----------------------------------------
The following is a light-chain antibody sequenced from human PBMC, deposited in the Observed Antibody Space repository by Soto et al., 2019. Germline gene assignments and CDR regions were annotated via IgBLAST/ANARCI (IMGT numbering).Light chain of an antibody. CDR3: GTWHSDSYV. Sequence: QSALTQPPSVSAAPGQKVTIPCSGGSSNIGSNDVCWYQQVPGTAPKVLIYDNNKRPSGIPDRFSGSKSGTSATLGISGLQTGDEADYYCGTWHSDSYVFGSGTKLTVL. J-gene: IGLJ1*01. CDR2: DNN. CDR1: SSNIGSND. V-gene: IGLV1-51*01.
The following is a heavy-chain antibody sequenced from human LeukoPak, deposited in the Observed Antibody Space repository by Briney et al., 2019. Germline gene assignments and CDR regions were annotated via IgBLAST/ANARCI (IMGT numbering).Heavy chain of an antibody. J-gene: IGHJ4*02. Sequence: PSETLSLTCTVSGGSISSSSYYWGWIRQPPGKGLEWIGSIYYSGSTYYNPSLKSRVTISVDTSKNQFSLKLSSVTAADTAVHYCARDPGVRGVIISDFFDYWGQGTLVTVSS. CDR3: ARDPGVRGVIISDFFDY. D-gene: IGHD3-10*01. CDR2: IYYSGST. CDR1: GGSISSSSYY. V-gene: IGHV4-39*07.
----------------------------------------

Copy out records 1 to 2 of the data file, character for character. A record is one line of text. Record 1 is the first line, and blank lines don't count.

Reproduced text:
The following is a light-chain antibody sequenced from human PBMC, deposited in the Observed Antibody Space repository by Soto et al., 2019. Germline gene assignments and CDR regions were annotated via IgBLAST/ANARCI (IMGT numbering).Light chain of an antibody. CDR3: GTWHSDSYV. Sequence: QSALTQPPSVSAAPGQKVTIPCSGGSSNIGSNDVCWYQQVPGTAPKVLIYDNNKRPSGIPDRFSGSKSGTSATLGISGLQTGDEADYYCGTWHSDSYVFGSGTKLTVL. J-gene: IGLJ1*01. CDR2: DNN. CDR1: SSNIGSND. V-gene: IGLV1-51*01.
The following is a heavy-chain antibody sequenced from human LeukoPak, deposited in the Observed Antibody Space repository by Briney et al., 2019. Germline gene assignments and CDR regions were annotated via IgBLAST/ANARCI (IMGT numbering).Heavy chain of an antibody. J-gene: IGHJ4*02. Sequence: PSETLSLTCTVSGGSISSSSYYWGWIRQPPGKGLEWIGSIYYSGSTYYNPSLKSRVTISVDTSKNQFSLKLSSVTAADTAVHYCARDPGVRGVIISDFFDYWGQGTLVTVSS. CDR3: ARDPGVRGVIISDFFDY. D-gene: IGHD3-10*01. CDR2: IYYSGST. CDR1: GGSISSSSYY. V-gene: IGHV4-39*07.